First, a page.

The product will launch for dermatological skincare brand La Roche-Posay this summer. It has been created in collaboration with visionary designer Yves Behar, founder of fuseproject, and comes from L’Oréal’s Technology Incubator.

“L’Oréal research shows that overexposure to UV rays is a top health and beauty concern of consumers worldwide,” says Guive Balooch, global vice president of the incubator. “With this knowledge, we set out to create something that blends problem-solving technology with human-centered design to reach even more consumers who require additional information about their UV exposure. Whenever we develop a new technology, our goal is to make an enormous global impact by enhancing consumers’ lives.”

He adds: “Beauty trends show that adoption of wearable nail art accessories is on the rise, with a more than 65% increase in nail art trends over the last five years. Our innovation taps into this growing trend, while illustrating our deep commitment to sun safe behavior and protection.”

The launch follows the first stretchable skin sensor measuring UV exposure from the group unveiled at CES in 2016, called My UV Patch. Since then, La Roche-Posay has distributed more than one million patches to consumers in 37 countries free of charge to encourage sun safe behaviors.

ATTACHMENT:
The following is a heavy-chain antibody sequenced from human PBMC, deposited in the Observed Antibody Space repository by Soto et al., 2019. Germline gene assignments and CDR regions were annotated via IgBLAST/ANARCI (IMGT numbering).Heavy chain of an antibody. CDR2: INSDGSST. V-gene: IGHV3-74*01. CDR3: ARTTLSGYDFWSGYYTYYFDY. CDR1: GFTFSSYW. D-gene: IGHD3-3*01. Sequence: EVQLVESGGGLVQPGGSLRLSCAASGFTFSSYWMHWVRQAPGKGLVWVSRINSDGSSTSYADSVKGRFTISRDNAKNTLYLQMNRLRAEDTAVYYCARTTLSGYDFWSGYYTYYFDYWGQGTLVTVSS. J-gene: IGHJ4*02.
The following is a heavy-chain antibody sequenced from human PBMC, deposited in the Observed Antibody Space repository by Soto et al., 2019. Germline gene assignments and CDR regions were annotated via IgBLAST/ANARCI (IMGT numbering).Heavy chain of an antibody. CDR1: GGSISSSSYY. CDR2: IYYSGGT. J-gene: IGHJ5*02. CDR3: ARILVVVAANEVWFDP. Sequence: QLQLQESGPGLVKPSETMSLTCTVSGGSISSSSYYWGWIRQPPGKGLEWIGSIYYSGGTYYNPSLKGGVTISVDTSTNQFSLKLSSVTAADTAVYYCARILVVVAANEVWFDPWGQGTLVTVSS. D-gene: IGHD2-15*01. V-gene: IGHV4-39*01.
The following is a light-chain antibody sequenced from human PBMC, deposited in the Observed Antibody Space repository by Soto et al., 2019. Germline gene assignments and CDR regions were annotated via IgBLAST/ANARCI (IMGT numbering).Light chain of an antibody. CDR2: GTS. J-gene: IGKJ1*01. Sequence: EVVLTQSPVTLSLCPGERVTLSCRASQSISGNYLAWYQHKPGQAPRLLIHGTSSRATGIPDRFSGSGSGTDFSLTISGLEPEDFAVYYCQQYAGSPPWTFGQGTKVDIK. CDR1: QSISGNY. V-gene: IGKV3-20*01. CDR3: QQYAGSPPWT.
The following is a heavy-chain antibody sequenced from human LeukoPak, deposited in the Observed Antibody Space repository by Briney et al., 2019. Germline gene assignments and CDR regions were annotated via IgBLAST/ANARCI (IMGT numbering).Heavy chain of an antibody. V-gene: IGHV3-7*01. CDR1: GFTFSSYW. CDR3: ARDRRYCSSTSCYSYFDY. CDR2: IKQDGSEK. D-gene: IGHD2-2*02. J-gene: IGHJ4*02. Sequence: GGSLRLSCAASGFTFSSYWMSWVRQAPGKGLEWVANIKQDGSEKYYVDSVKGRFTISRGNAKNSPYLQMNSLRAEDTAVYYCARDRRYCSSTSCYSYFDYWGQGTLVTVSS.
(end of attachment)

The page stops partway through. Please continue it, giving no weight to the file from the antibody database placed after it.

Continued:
This new launch follows feedback from users showing that although they changed their behaviour – 63% reported less sunburn, 34% apply sunscreen more often and 37% try to stay in the shade more frequently – they wanted a smaller wearable with longer wear and real-time data.

UV Sense is less than two millimeters thick, nine millimeters in diameter and designed to be worn for up to two weeks on the thumbnail, compared to just several days for My UV Patch. It can also store up to three months of data.

It is powered by the user’s mobile phone and activated by UVA and UVB rays. An accompanying app translates and transfers data from the sensor using Near Field Communication (NFC) enabled technology.

“Design and technology are inextricably linked, and as products become more personalized to individuals, both elements are integral to providing people with seamless experiences,” says Behar. “By working with L’Oréal, we are able to pair deep expertise in beauty tech with an effective design that enhances consumers’ wellbeing without distracting from their everyday lives.”